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Adventurous ice cream

Beat the heat with international sweets.


Colombia: El Palacio de los Cholados


Hawaii: Eton


India: Aaheli


Japan: Beard Papa


Lebanon: Ilili

You may not be able to get your picky eater to try sushi or saag paneer, but even kids with inflexible palates turn adventurous when it comes to ice cream. Exploit that soft spot and take your tots on a tour of worldwide frozen treats—all available in NYC.


Gather up the makings of a sweet smoothie—shaved ice, banana, strawberries, coconut flakes, pineapple and plenty of condensed milk—but instead of blending, eat it as is. That's a Colombian cholado. The pros at El Palacio de los Cholados (83-18 Northern Blvd between 83rd and 84th Sts, Jackson Heights, Queens; 718-779-8020) serve it in plastic cups with a spoon to dig through the fruit, and a straw to slurp up the sweet slush underneath ($5).


Dumpling-and-noodle spot Eton (359 Sackett St between Hoyt and Smith Sts, Carroll Gardens, Brooklyn; 718-222-2999) uses a machine straight from the Aloha State to bore into ice blocks, producing shaved ice: piles of soft fluff patted into tall, colorful bowls ($3.75 small, $4.25 large). Choose from 20 syrup flavors, including creamsicle and coconut; add condensed milk and toppings like Nutella—and let the feeding frenzy begin.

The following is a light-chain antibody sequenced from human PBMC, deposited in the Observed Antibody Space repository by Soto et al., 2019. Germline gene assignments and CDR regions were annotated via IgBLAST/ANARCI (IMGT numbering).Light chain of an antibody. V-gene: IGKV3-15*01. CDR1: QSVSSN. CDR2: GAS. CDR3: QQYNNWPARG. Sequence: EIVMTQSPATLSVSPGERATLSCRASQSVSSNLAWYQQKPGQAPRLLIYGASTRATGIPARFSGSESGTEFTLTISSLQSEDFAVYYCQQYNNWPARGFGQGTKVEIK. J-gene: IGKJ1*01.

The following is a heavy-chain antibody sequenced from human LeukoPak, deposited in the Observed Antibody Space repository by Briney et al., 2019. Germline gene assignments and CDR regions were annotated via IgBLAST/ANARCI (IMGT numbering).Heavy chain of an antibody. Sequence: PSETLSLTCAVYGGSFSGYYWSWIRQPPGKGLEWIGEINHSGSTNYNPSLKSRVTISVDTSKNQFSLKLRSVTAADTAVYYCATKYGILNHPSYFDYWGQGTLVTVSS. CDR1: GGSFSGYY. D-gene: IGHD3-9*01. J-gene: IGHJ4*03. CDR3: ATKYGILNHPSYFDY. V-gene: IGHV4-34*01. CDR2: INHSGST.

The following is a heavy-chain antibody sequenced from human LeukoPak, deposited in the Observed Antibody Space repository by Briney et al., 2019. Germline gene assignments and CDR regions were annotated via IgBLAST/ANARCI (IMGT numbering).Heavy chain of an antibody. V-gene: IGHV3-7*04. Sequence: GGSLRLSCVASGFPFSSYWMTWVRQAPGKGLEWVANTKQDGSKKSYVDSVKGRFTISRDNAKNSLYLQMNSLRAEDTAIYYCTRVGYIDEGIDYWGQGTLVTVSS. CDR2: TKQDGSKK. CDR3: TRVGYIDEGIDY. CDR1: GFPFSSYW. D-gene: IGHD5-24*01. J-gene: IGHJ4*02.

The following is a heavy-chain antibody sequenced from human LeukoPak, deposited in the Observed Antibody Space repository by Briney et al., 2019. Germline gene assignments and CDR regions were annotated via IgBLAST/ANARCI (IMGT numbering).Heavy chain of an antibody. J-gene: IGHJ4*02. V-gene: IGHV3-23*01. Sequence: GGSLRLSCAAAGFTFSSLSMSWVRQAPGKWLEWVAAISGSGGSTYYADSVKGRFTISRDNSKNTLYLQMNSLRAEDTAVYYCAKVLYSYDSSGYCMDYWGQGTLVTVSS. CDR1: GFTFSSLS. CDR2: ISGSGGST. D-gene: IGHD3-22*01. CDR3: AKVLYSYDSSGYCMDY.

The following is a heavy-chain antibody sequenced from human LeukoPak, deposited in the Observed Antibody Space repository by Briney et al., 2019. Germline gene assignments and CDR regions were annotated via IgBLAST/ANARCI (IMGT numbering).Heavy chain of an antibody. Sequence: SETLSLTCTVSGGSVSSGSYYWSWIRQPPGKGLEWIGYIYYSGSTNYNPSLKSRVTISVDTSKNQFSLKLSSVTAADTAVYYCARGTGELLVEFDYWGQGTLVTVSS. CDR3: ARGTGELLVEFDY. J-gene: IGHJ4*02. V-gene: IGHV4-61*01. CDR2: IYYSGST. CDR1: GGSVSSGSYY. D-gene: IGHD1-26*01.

If you're heating up in Hell's Kitchen—and you will be, after sampling the buffet at Aaheli (826 Ninth Ave between 54th and 55th Sts; 212-969-9010, aahelimidtownwest.com)—cool off with a helping of kulfi ($4). The South Asian ice cream is made in-house with milk, cardamom and either mango or pistachio, served topped with nuts, mango and chocolate sauce, and cut into slices. Yes, slices: Kulfi has a similar consistency to Carvel cake. And who doesn't love that?


Wrap a ball of firm ice cream in mochi, or glutinous-rice-flour paste; dust the whole confection with corn flour; and the result is irresistible—ice cream as finger food. Beard Papa (2167 Broadway between 76th and 77th Sts; 212-799-3770, beardpapa.com) offers flavors ranging from vanilla to green tea and espresso ($1.65 each, $5.50 for four pieces). The frozen globes are small enough for kids to finish off in a few bites, avoiding the typical ice cream drippapalooza.


At swank Ilili (236 Fifth Ave between 27th and 28th Sts; 212-683-2929, ililinyc.com), owner Philippe Massoud serves a sweet from his native Beirut—Lebanese ice cream, commonly known by its Turkish name, dondurma ($9). The price may seem steep, but this is no ordinary ice cream. The dessert has an unusual, chewy texture that comes from cornstarch: nothing overwhelming, just a touch of elasticity that gives a slow-melting mouthful of substance.